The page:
Retinal Detachment in Cats
Retinal detachment is a disorder in which the retina separates from the innermost lining of the eyeball. This can be caused by a variety of genetic and non-genetic factors, and in some cases is a result of a more serious underlying medical condition. There are some forms of treatment, although retinal detachment may lead to permanent blindness.
The condition described in this medical article can affect both dogs and cats. If you would like to learn more about how retinal detachment affects dogs, please visit this page in the mydomain.com health library.
Symptoms and Types
Cats experiencing a detached retina may show signs of blindness or reduced vision. In some cases, the cat’s iris may stay dilated and will not adjust properly when exposed to light.
While retinal detachment can happen in any breed and at any age, it is more common in older cats. Some animals are born with congenital defects that cause retinal detachment to occur immediately or in the long term. If both retinas are detached, it is most likely a sign of a more serious underlying medical condition. Glaucoma, for instance, is one such condition. Exposure to certain toxins can also cause the retina to detach.
High blood pressure (hypertension) in cats has been shown to be a causative factor for retinal detachment. Other metabolic causes can include hyperthyroidism, characterized by increased levels of thyroid hormone; hyperproteinemia, which is increased protein in the blood; and hypoxia. Other causes can include trauma to the eyes, ocular neoplasia (tumor growth on the eye), and inflammation of the blood vessels in and surrounding the eye.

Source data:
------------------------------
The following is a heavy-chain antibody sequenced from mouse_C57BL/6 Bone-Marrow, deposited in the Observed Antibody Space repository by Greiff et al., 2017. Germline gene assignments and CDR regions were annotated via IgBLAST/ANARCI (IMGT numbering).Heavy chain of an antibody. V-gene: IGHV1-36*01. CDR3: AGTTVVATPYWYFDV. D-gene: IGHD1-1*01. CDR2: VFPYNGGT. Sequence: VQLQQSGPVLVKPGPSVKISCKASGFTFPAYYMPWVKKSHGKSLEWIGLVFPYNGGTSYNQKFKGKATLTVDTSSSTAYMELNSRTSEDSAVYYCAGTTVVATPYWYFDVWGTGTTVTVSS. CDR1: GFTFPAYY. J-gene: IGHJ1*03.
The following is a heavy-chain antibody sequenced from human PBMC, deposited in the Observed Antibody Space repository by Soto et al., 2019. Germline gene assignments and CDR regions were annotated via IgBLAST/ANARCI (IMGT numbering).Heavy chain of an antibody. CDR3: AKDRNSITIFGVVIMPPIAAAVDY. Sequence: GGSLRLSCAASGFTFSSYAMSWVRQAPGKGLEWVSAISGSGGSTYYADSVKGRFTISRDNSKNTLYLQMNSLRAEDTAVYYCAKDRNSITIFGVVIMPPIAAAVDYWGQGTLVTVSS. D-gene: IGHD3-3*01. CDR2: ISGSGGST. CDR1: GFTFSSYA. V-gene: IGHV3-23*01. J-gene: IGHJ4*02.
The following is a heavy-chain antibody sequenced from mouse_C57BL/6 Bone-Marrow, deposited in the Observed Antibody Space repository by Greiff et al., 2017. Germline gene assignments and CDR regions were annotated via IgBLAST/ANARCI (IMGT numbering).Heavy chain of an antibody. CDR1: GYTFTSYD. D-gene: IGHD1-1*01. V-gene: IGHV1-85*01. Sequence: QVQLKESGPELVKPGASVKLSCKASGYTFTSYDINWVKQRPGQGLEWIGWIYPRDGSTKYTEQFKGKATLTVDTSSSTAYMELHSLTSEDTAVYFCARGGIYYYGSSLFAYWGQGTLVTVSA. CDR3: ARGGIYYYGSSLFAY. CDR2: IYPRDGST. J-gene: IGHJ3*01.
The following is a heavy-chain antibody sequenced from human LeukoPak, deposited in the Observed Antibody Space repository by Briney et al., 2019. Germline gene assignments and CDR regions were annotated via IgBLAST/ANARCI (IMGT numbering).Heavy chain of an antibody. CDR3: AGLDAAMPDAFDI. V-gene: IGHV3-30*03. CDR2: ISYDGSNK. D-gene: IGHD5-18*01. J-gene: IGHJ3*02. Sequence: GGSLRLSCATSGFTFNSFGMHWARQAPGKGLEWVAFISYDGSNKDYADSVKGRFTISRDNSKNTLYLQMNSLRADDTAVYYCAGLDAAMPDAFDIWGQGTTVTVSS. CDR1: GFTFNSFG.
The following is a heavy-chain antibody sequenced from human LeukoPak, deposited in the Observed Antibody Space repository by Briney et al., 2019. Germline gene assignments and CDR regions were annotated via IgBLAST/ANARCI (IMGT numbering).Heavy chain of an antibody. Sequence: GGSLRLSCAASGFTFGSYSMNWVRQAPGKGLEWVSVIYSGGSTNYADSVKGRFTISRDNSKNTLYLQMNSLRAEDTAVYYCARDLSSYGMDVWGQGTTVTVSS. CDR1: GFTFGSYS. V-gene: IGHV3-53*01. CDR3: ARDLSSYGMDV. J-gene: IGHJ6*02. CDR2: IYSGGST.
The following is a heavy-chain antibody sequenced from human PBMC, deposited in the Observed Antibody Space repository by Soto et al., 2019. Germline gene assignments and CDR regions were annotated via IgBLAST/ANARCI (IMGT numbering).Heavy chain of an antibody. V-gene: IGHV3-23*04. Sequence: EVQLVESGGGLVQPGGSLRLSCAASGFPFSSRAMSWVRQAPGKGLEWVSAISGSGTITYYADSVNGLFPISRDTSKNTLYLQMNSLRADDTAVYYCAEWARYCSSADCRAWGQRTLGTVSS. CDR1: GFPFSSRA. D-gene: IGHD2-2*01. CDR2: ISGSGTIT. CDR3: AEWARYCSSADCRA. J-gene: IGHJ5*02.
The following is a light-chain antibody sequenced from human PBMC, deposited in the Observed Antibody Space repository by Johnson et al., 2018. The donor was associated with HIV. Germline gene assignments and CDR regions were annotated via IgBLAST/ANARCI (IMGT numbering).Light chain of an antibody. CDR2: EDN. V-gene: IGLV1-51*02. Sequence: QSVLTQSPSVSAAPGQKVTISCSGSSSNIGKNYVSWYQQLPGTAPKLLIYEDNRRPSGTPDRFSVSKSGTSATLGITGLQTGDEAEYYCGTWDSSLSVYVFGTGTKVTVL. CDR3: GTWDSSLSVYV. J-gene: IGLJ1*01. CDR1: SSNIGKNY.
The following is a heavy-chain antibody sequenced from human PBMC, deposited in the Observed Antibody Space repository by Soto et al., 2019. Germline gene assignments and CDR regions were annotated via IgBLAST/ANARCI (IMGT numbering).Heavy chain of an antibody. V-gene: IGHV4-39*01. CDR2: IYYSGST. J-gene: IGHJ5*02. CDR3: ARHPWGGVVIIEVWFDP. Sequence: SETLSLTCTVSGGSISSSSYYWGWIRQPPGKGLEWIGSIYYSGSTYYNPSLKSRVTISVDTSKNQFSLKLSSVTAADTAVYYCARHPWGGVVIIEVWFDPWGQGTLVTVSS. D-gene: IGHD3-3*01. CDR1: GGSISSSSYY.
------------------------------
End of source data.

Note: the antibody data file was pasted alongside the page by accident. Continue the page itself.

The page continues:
Your veterinarian will conduct a full eye exam and order a complete blood work-up on your cat to examine whether the retinal detachment is due to a more serious underlying medical condition.
Treatment for a detached retina will be determined based on the severity and cause of the medical condition. There are some surgical techniques that are available to reattach the retina, and there are also techniques that can assist in the regeneration of retinal tissue.
If surgery is deemed unnecessary, your veterinarian will treat the underlying medical cause for the retinal detachment by prescribing your cat medication.
Living and Management
Your veterinarian will recommend that you restrict the cat’s activity post-surgery. There are several possible complications that can occur, including blindness, cloudy lens formation (cataract), glaucoma, and chronic eye pain. In order to quickly identify these complications, your veterinarian will monitor your cat’s blood cell counts and recommend frequent follow-up exams.
It is also possible that the retina cannot be reattached, or that the cat’s blindness is irreversible. In these cases, your veterinarian may equip you with lifestyle management training skills to improve the overall quality of life for your pet.
There are currently no known preventive measures for a detached retina.
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